Jewish Journal

Every Day is a Beautiful Sunrise

by Lia Mandelbaum

March 25, 2013 | 7:15 am

I believe I have the most beautiful mother in the entire universe.  Granted I’m biased, but the truth is that she is nothing short of being a beautiful soul in every way possible. 

At this moment, I am sitting in a waiting room at Tampa General hospital while my mom is in surgery getting one of the batteries replaced to her brain pacemaker.  At the age of thirty-nine, she was diagnosed with Parkinson’s disease, which is a progressive neurological disorder.  The disease gained national attention when the former boxer Muhammad Ali and actor Michael J. Fox went public with their illness.  About eight years ago, her disease had progressed to the point where she qualified to receive Deep Brain Stimulation (DBS).  DBS is a surgical treatment used to reduce the symptoms of Parkinson’s disease, as well as other medical conditions such as major depression, chronic pain and various other movement disorders.   The DBS hardware sends electrical impulses to specific parts of the brain.




She had her first surgery in 2003 for the left side of her brain, and the second surgery a few years later when the disease had progressed to the right side.  The surgery lasts seven hours, and takes an entire team of doctors and nurses.  They used incredible technology to listen to her brain waves, and targeted the areas of the brain afflicted by the Parkinson’s.  I’ll never forget how during the second surgery, I received a phone call from her while on the operating table, and with her brain exposed.  She wanted to let me know that she was doing well and loves me, and to make sure that we have popsicles in the fridge for when she gets home (her favorite post-surgery treat).

The impact of DBS has been miraculous for my mom, and has given her a second chance at life.  I am beyond grateful for Medtronic, which is the company that produces various kinds of biotechnology, such as her DBS hardware.  When she turns the device off, it is within seconds that her symptoms come back full force, and she is completely debilitated by severe tremors.  When she turns it back on, it is incredible how she can just throw on her shoes and go running around the block.  She jokes about being a bionic woman.

My mom is a graceful advocate and role model for the Parkinson’s community.  Only two months following the first surgery, she ran in the 15K Gasparilla Distance Classic, which totals 9.3 miles.  With her hands held high, she exuded tremendous joy as she crossed the finish line of her unlikely victory.  One of her greatest passions had been competitive running, and her deep desire to run again was a major motivator to fight the disease.  Her other motivators were her family, and the ability to wear high heels again (self-proclaimed shoe addict).  A reporter heard about her story, and an article was written that made the front page (above the fold) of the Tampa Tribune.  People with Parkinson’s from all over Florida contacted my mom, thanking her for giving them hope.  My mom has taken lead roles in the production of major fundraising events for Parkinson’s research.  She managed to bring keynote speakers on board such as Rasheeda Ali-Walsh, who is one of Muhammad Ali’s daughters, the American political commentator and journalist Morton M. Kondracke, and the former Los Angeles Times editor and reporter Joel Havemann. Just last year, she walked down the isle to receive her Masters diploma in marketing from the University of South Florida College of Business.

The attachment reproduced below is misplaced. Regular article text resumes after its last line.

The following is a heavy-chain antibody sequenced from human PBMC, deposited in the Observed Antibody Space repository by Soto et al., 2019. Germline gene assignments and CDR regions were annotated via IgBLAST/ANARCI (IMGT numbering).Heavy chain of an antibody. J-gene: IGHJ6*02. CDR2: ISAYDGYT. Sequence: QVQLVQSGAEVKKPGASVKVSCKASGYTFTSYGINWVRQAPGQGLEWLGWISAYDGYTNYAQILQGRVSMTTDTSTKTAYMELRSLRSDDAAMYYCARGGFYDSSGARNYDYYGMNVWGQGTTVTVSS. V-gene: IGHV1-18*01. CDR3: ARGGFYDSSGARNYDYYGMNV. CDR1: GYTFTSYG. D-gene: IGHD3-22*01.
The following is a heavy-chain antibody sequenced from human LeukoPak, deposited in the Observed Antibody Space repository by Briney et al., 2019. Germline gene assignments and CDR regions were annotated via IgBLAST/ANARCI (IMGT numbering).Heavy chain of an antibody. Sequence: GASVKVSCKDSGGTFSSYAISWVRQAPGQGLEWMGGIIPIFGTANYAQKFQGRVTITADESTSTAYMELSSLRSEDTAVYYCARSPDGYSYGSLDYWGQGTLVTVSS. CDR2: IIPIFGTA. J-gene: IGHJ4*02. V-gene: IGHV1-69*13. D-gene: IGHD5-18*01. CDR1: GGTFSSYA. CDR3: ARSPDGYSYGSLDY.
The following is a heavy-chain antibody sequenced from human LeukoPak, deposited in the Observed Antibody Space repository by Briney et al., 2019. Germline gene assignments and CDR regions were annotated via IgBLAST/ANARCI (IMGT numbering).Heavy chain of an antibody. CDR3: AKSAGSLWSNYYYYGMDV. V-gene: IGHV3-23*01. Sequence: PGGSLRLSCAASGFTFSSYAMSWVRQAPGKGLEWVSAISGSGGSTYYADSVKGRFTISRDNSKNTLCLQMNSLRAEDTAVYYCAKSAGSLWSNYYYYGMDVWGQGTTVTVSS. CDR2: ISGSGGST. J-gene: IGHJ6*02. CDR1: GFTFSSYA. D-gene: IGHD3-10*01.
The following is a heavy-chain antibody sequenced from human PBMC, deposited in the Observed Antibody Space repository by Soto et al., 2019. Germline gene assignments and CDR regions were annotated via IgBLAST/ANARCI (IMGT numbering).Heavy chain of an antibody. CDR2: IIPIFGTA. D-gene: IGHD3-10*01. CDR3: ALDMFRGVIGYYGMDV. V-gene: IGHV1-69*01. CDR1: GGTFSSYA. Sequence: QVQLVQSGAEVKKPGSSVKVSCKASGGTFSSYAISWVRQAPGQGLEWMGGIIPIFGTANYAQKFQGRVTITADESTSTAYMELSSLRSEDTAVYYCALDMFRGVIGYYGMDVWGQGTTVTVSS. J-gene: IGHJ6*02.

While my mom is a rock star and hero, I know that there are times when she is just trying to get through the day.  She constantly has to adjust to the various challenges of the progressive illness, such as loosing the strength to speak and swallow.

The other day she looked at me in awe and with a big smile, and said, “Do you know what a miracle it is that I’m standing here with you?”  My mom decides to look at the silver lining of her disease.  She believes that it has helped her to be a better person, and has provided wonderful experiences that she wouldn’t have had otherwise.  Over the years, I have witnessed how as my mom’s body cooperates less and less, her soul becomes more free and alive.  She has taught me how the body is ultimately a shell, and the soul is eternal. 

I have the most beautiful mother in the entire universe, who has touched and inspired all who know her.


Article from St. Pete Times covering my mom running in Gasparilla:


Article about her going back to school:


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Lia Mandelbaum is currently at Temple Beth Am in Los Angeles as their Director of Programming and Engagement.  She has a master’s and bachelor’s in social work from CSULA, and...

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